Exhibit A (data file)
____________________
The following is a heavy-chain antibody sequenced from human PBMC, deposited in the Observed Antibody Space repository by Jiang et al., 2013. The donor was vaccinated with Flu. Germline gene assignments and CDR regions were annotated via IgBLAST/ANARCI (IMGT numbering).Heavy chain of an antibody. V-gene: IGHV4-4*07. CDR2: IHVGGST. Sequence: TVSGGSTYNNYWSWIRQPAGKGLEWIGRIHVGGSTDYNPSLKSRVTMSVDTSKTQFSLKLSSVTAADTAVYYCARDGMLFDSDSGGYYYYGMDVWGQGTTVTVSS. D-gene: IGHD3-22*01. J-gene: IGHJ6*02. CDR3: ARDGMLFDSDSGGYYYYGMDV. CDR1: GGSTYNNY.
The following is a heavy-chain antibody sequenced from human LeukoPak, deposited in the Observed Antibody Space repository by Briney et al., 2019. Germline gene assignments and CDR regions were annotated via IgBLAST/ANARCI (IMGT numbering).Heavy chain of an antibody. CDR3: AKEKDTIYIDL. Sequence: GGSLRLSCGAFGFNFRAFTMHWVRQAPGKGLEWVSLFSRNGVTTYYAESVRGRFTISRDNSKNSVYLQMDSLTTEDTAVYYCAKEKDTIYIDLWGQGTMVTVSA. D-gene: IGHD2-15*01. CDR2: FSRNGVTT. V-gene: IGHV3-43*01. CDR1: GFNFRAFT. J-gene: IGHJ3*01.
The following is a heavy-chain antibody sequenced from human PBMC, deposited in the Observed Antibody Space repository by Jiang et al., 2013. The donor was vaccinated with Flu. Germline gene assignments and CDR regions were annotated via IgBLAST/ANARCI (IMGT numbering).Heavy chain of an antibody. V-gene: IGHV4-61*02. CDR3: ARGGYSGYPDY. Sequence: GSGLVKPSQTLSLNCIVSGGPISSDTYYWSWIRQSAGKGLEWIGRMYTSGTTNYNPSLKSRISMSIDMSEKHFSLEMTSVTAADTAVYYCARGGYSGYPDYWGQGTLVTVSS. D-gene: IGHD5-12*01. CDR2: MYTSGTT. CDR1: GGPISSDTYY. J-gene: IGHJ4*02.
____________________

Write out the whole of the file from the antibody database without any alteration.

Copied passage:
The following is a heavy-chain antibody sequenced from human PBMC, deposited in the Observed Antibody Space repository by Jiang et al., 2013. The donor was vaccinated with Flu. Germline gene assignments and CDR regions were annotated via IgBLAST/ANARCI (IMGT numbering).Heavy chain of an antibody. V-gene: IGHV4-4*07. CDR2: IHVGGST. Sequence: TVSGGSTYNNYWSWIRQPAGKGLEWIGRIHVGGSTDYNPSLKSRVTMSVDTSKTQFSLKLSSVTAADTAVYYCARDGMLFDSDSGGYYYYGMDVWGQGTTVTVSS. D-gene: IGHD3-22*01. J-gene: IGHJ6*02. CDR3: ARDGMLFDSDSGGYYYYGMDV. CDR1: GGSTYNNY.
The following is a heavy-chain antibody sequenced from human LeukoPak, deposited in the Observed Antibody Space repository by Briney et al., 2019. Germline gene assignments and CDR regions were annotated via IgBLAST/ANARCI (IMGT numbering).Heavy chain of an antibody. CDR3: AKEKDTIYIDL. Sequence: GGSLRLSCGAFGFNFRAFTMHWVRQAPGKGLEWVSLFSRNGVTTYYAESVRGRFTISRDNSKNSVYLQMDSLTTEDTAVYYCAKEKDTIYIDLWGQGTMVTVSA. D-gene: IGHD2-15*01. CDR2: FSRNGVTT. V-gene: IGHV3-43*01. CDR1: GFNFRAFT. J-gene: IGHJ3*01.
The following is a heavy-chain antibody sequenced from human PBMC, deposited in the Observed Antibody Space repository by Jiang et al., 2013. The donor was vaccinated with Flu. Germline gene assignments and CDR regions were annotated via IgBLAST/ANARCI (IMGT numbering).Heavy chain of an antibody. V-gene: IGHV4-61*02. CDR3: ARGGYSGYPDY. Sequence: GSGLVKPSQTLSLNCIVSGGPISSDTYYWSWIRQSAGKGLEWIGRMYTSGTTNYNPSLKSRISMSIDMSEKHFSLEMTSVTAADTAVYYCARGGYSGYPDYWGQGTLVTVSS. D-gene: IGHD5-12*01. CDR2: MYTSGTT. CDR1: GGPISSDTYY. J-gene: IGHJ4*02.